People’s Europe for a Bright Future

Hemicycle_of_Louise_Weiss_building_of_the_European_Parliament,_Strasbourg 640 x 427

Above: The European Parliament in debate. 18 May 2010, 15:01. Source:
078 Strasbourg
. Author: jeffowenphotos. Licensing: This file is licensed under the Creative Commons Attribution 2.0 Generic license. Original size of 2,000 × 1,333 pixels reduced here to 640 x 247 pixels. Obtained from

We have heard a great deal in recent years about the process of European integration. Invariably, we have been baffled by political rhetoric, bamboozled by esoteric terms and confronted by economic wrangling that replaces common sense with confusion.

Young people, spared the horrors of European civil war, apparently feel more inclined to accept a European identity. They are more willing to embrace our commonalities as Europeans than react to that which divides us.

We have not known a world in which the United Kingdom has existed outside an integrating Europe, be that in the form of the EEC or EU. Nevertheless, we remain uninspired and uninterested by the current focus of debate.

We need an ideal, something that puts this grand project on a human scale, something that shows how it can improve the human condition or produce a more just society. Discussions relating to legal and economic mechanism fail to motivate the energies of a new generation.

Europe seems to be more relevant to big business and a small elite than to the needs of the people who would constitute the citizens.

This is sad, because the power of Europe could be harnessed to help protect the rights of its people, as the forces of globalisation become more rampant.

Increasingly we are subjected to global forces apparently beyond our control. Once great powers now stand in line, heads bowed, begging multinationals for their patronage. But what is the price of this financial influx?

As we in Western Europe begin to compete with the non-unionised sweatshop economies of the Far East, wages are forced into a downward spiral, welfare states are deemed to be too expensive and individuals are ostracised if they fall upon hard times.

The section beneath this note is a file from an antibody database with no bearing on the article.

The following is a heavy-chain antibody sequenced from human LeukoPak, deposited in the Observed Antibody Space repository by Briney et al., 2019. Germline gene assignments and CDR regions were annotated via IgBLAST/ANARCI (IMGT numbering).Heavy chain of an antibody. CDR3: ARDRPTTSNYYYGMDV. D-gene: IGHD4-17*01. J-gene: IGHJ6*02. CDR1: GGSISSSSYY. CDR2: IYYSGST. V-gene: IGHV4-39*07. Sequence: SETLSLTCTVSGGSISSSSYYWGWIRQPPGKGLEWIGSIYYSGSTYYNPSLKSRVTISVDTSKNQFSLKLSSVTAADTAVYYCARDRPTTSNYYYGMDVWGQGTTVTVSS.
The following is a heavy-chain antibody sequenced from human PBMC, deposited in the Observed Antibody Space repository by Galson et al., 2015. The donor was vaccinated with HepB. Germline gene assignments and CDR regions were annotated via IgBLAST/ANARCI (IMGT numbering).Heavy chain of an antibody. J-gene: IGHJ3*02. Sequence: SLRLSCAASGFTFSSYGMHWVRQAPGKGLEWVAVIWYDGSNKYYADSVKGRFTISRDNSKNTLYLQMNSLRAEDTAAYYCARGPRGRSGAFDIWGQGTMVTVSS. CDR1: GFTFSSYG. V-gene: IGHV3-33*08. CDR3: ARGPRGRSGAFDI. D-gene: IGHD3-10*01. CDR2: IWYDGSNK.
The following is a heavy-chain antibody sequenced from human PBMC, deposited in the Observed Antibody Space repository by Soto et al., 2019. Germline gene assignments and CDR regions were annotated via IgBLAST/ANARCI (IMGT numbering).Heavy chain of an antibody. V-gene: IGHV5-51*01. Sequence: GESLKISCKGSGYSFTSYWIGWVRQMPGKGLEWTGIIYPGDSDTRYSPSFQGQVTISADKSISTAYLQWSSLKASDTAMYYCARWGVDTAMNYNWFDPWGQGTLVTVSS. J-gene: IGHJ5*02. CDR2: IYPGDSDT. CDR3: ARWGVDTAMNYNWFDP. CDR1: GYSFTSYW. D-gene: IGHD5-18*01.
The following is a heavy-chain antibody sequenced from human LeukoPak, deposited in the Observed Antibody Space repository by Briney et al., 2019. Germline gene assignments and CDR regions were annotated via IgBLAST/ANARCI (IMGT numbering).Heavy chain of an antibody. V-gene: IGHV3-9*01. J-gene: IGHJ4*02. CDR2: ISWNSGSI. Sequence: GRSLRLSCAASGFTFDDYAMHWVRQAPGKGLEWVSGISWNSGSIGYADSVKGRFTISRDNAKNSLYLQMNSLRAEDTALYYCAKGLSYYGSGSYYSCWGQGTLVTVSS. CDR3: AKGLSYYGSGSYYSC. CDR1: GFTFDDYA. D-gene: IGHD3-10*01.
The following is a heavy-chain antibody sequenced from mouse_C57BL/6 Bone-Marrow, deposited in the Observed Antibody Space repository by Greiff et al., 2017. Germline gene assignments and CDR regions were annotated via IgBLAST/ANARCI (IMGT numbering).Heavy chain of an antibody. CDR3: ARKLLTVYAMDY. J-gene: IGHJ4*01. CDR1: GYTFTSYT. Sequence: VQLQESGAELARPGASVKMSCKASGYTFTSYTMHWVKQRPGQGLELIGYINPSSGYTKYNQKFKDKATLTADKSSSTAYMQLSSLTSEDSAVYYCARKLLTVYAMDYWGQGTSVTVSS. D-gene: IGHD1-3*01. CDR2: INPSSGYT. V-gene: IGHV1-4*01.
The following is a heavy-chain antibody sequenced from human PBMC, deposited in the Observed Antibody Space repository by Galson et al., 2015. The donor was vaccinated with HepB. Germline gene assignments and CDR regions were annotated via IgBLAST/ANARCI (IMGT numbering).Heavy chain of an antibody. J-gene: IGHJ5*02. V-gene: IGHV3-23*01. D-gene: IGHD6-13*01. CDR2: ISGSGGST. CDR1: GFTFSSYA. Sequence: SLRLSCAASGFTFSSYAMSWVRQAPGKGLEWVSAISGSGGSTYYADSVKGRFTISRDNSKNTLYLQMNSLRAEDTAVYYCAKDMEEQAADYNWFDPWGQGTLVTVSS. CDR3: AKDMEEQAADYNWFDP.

The very essence of democracy is put into question too. Countries which sign up to treaties that are geared to promote “far” trade become bound to the whims of corporations who use legal technicalities to prevent the formulation of legislations demanded by electorates.

In the absence of international regimes that establish rules to protect individuals and communities, as well as promoting the legitimate requirement for free trade, a social malaise results that impacts negatively on the lives of us all.

The position of Europe as one of the biggest markets in the world would be sufficient to put pressure on these transnational forces and impel them to operate more reasonably.

After all, it is states and not private companies where democratic legitimacy lies. It should therefore be states that have the upper hand when formulating “global rules of the game”.

A unified Europe, speaking with a united voice would thus be able to succeed where competing nation states have failed.

It could act to promote the establishment of such global norms. It could establish a “Fortress Europe”, making access to its market dependent upon countries operating according to European standards of welfare and wage levels.

This would act to create a level playing field, preventing our industries been undercut as a result of our Government’s benevolence in providing the welfare safety net.

We have seen quite recently how the global interests of leading international tycoons are put before basic rights and privileges enshrined in our constitution.

The case of Rupert Murdoch’s veto on the publication of Chris Pattern’s book on Hong Kong illustrates this perfectly.